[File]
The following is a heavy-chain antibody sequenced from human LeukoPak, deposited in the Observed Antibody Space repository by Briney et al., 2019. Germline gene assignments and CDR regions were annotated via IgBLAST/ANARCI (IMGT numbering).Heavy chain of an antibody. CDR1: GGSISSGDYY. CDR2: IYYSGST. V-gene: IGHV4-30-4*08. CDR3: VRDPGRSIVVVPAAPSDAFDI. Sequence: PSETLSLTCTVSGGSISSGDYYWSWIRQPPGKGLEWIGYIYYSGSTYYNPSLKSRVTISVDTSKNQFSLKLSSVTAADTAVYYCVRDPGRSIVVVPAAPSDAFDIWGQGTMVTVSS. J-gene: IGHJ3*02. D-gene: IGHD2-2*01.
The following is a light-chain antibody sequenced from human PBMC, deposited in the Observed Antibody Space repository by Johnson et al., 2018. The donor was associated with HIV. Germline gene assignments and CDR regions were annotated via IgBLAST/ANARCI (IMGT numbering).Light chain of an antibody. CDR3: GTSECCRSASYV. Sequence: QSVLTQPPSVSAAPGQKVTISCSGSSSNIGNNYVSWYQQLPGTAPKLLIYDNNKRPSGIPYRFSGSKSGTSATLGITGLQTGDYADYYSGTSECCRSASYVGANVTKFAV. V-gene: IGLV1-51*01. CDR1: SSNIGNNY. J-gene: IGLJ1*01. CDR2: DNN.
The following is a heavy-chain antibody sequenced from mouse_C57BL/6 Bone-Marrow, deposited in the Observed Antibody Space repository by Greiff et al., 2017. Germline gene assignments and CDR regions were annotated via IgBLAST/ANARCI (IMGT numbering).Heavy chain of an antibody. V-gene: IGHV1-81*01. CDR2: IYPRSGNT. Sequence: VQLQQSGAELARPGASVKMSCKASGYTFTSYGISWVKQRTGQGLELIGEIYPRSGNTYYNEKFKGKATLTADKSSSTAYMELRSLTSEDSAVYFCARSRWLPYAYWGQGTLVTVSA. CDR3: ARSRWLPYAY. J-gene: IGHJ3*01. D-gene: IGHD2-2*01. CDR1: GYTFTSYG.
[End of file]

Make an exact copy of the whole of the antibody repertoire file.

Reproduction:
The following is a heavy-chain antibody sequenced from human LeukoPak, deposited in the Observed Antibody Space repository by Briney et al., 2019. Germline gene assignments and CDR regions were annotated via IgBLAST/ANARCI (IMGT numbering).Heavy chain of an antibody. CDR1: GGSISSGDYY. CDR2: IYYSGST. V-gene: IGHV4-30-4*08. CDR3: VRDPGRSIVVVPAAPSDAFDI. Sequence: PSETLSLTCTVSGGSISSGDYYWSWIRQPPGKGLEWIGYIYYSGSTYYNPSLKSRVTISVDTSKNQFSLKLSSVTAADTAVYYCVRDPGRSIVVVPAAPSDAFDIWGQGTMVTVSS. J-gene: IGHJ3*02. D-gene: IGHD2-2*01.
The following is a light-chain antibody sequenced from human PBMC, deposited in the Observed Antibody Space repository by Johnson et al., 2018. The donor was associated with HIV. Germline gene assignments and CDR regions were annotated via IgBLAST/ANARCI (IMGT numbering).Light chain of an antibody. CDR3: GTSECCRSASYV. Sequence: QSVLTQPPSVSAAPGQKVTISCSGSSSNIGNNYVSWYQQLPGTAPKLLIYDNNKRPSGIPYRFSGSKSGTSATLGITGLQTGDYADYYSGTSECCRSASYVGANVTKFAV. V-gene: IGLV1-51*01. CDR1: SSNIGNNY. J-gene: IGLJ1*01. CDR2: DNN.
The following is a heavy-chain antibody sequenced from mouse_C57BL/6 Bone-Marrow, deposited in the Observed Antibody Space repository by Greiff et al., 2017. Germline gene assignments and CDR regions were annotated via IgBLAST/ANARCI (IMGT numbering).Heavy chain of an antibody. V-gene: IGHV1-81*01. CDR2: IYPRSGNT. Sequence: VQLQQSGAELARPGASVKMSCKASGYTFTSYGISWVKQRTGQGLELIGEIYPRSGNTYYNEKFKGKATLTADKSSSTAYMELRSLTSEDSAVYFCARSRWLPYAYWGQGTLVTVSA. CDR3: ARSRWLPYAY. J-gene: IGHJ3*01. D-gene: IGHD2-2*01. CDR1: GYTFTSYG.